Darkish and nutty with heat spice, salsa macha is an element oil, half chiles, nuts, and seeds. Should you like the recent, garlicky punch of chili crisp, you received’t be capable of get sufficient of Mexico’s sauce hailing from Veracruz and Oaxaca. Salsa macha will get its earthy taste from guajillo chiles and smoky notes from moritas, and only a spoonful provides texture and layered warmth to all the pieces it touches.
In my time as a line cook dinner on the fashionable Mexican restaurant Cosme in New York Metropolis, I might spoon salsa macha over each order of tlayudas. That’s the place I first encountered the sauce—surrounded by corn and chiles, scrambling to get via the restaurant’s notoriously frenetic dinner rush. I cherished it a lot that I might cover some in my lowboy (a fridge beneath a workstation) to secretly drizzle over the day’s employees meal.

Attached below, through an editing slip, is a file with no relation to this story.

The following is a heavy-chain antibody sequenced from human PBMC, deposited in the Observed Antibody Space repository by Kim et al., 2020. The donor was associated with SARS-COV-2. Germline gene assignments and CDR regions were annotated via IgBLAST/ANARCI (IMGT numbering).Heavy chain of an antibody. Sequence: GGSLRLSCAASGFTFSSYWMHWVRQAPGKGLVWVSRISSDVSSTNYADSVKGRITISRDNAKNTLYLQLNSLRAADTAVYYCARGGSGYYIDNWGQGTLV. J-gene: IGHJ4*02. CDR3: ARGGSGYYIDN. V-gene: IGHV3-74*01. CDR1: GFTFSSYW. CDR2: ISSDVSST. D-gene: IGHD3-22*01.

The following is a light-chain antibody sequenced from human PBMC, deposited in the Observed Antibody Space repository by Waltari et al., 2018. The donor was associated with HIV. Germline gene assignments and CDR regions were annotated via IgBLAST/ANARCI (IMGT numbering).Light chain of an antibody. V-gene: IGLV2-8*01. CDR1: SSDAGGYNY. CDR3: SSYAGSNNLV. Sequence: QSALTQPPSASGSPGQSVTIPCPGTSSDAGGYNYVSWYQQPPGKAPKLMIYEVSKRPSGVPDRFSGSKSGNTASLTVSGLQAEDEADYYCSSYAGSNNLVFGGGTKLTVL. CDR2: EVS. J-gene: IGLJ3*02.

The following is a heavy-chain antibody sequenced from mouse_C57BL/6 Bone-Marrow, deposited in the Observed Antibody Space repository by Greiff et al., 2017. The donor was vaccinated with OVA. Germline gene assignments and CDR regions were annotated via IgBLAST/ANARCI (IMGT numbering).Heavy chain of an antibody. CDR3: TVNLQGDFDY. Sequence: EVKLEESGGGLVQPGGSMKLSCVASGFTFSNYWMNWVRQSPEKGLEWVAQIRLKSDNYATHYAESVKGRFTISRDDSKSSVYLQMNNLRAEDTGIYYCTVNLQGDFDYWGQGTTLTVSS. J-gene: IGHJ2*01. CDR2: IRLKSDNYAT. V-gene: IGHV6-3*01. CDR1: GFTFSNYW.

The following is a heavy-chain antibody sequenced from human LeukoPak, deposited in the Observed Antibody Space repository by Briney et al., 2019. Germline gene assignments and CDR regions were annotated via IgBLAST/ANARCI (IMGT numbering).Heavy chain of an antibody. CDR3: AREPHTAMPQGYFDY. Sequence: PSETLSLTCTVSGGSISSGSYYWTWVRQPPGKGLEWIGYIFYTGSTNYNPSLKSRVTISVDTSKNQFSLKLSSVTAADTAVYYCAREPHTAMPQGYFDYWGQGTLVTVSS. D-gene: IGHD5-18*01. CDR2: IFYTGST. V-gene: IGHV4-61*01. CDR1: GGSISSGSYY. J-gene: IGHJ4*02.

Touring round Mexico this summer season, I used to be reminded of my love for the coastal condiment. At brunch one morning at Paradero Lodge in Todos Santos, visiting chef Daniel Burns confirmed up with a charred shrimp tostada topped generously with salsa macha. All of the sudden, I used to be proper again at Cosme, measuring and deseeding the chiles and mixing the salsa to its pleasantly coarse consistency. However one thing was totally different—whereas peanuts have been blended into the sauce at Cosme, right here, I discovered, cashews have been thrown into the combo together with sesame seeds and guajillo chiles. And that is the fantastic thing about salsa macha: It’s endlessly adaptable.
Again in New York, I saved up the momentum. This week, after I noticed colourful heads of cauliflower popping up on the farmers market (they’ll be round via late fall in these elements), it struck me that the vegetable might make an ideal companion to salsa macha. Roasted with candy summery corn, piled on a crispy tostada, and doused within the peppery combination, cauliflower-macha tostadas at the moment are a staple in my kitchen. Actually, although? They’re only a vessel for me to eat extra of my favourite salsa.